Directed by Terry Gilliam
Written by Mitch Cullin, Terry Gilliam, Tony Grisoni
Produced by Gabriella Martinelli, Jeremy Thomas, Wladyslaw Bartoszewics, Nick O'Hagan, Paul Brett, Peter Watson
Starring Jodelle Ferland, Janet McTeer, Brendan Fletcher, Jeff Bridges, Jennifer Tilly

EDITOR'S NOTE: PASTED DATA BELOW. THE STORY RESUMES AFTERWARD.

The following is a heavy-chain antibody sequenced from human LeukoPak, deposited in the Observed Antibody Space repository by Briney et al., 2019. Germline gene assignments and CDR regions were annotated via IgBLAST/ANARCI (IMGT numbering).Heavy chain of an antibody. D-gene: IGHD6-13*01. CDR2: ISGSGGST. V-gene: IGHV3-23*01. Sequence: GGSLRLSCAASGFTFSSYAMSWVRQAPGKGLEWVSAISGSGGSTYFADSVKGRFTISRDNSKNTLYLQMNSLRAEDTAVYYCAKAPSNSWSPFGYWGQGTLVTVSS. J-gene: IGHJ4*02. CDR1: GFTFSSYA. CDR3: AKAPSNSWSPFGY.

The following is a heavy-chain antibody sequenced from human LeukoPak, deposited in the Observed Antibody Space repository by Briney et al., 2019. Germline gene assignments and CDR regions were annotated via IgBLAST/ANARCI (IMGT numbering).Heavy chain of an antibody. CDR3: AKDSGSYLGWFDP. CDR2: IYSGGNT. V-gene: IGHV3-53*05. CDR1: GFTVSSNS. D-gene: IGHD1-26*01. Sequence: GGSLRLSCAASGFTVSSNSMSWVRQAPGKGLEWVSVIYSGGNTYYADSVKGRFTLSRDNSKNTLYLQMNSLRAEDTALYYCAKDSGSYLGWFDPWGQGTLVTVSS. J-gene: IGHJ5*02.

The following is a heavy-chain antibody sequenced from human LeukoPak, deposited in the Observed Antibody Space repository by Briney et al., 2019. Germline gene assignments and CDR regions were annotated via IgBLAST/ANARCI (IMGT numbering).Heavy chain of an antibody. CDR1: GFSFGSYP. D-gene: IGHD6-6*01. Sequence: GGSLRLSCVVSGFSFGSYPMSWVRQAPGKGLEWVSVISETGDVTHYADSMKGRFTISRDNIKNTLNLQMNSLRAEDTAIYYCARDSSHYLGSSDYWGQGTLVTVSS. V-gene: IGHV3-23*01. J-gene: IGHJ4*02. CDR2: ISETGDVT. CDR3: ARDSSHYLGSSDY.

If Gilliam's beveled and floating shots identify his professional low-water mark as idiosyncratic, they certainly can't redeem this tedious tale of two horse junkies' vociferously imaginative daughter (Ferland), who repairs with her father (Bridges) to the aging rock frontman's derelict childhood prairie home when her mother (Tilly) finally succumbs to the strain of methadone addiction. At a snail's pace, she cultivates acquaintance with a grimy, neighboring weirdo (McTeer) and her fretful, doltish brother (Fletcher) whilst immersed in fantasies far removed from her grim circumstances. Technically, nothing's objectionable here: Nicola Pecorini's photography is lovely, Jeff and Mychael Danna's score sounds some memorable themes, tawdrily cluttered production design by Jasna Stefanovic provisions as much an eyeful as one could expect in a pic from the veteran Python, and all the players are well on their marks. Yet aside from a few striking, wasted hypostatic visual effects, nearly 100 minutes of these two charmless hours merely focus on rollicking hicks yabbering loudly to themselves and at each other. By treading diegetic water and drubbing the slavish stereotype of the whimsical redneck to a pulp, Gilliam's only proved that oddities for their own sake are a screaming bore.